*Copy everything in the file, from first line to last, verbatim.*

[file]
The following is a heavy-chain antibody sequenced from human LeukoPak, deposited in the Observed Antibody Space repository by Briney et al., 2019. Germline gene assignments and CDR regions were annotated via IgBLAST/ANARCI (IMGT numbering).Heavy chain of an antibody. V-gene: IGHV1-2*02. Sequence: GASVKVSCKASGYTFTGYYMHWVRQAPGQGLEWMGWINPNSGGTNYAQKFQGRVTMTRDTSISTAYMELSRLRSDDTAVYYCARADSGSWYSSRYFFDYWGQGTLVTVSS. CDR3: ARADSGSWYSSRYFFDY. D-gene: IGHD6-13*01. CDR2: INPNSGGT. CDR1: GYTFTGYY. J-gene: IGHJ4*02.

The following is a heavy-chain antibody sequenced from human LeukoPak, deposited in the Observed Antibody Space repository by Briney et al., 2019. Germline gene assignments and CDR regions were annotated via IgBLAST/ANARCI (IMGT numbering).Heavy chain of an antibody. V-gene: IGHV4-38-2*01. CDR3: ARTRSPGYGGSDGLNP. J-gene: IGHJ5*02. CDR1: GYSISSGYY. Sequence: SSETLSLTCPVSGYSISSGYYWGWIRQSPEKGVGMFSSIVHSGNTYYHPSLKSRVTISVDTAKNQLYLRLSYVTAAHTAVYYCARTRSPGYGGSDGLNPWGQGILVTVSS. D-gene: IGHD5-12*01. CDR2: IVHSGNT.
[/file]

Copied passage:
The following is a heavy-chain antibody sequenced from human LeukoPak, deposited in the Observed Antibody Space repository by Briney et al., 2019. Germline gene assignments and CDR regions were annotated via IgBLAST/ANARCI (IMGT numbering).Heavy chain of an antibody. V-gene: IGHV1-2*02. Sequence: GASVKVSCKASGYTFTGYYMHWVRQAPGQGLEWMGWINPNSGGTNYAQKFQGRVTMTRDTSISTAYMELSRLRSDDTAVYYCARADSGSWYSSRYFFDYWGQGTLVTVSS. CDR3: ARADSGSWYSSRYFFDY. D-gene: IGHD6-13*01. CDR2: INPNSGGT. CDR1: GYTFTGYY. J-gene: IGHJ4*02.

The following is a heavy-chain antibody sequenced from human LeukoPak, deposited in the Observed Antibody Space repository by Briney et al., 2019. Germline gene assignments and CDR regions were annotated via IgBLAST/ANARCI (IMGT numbering).Heavy chain of an antibody. V-gene: IGHV4-38-2*01. CDR3: ARTRSPGYGGSDGLNP. J-gene: IGHJ5*02. CDR1: GYSISSGYY. Sequence: SSETLSLTCPVSGYSISSGYYWGWIRQSPEKGVGMFSSIVHSGNTYYHPSLKSRVTISVDTAKNQLYLRLSYVTAAHTAVYYCARTRSPGYGGSDGLNPWGQGILVTVSS. D-gene: IGHD5-12*01. CDR2: IVHSGNT.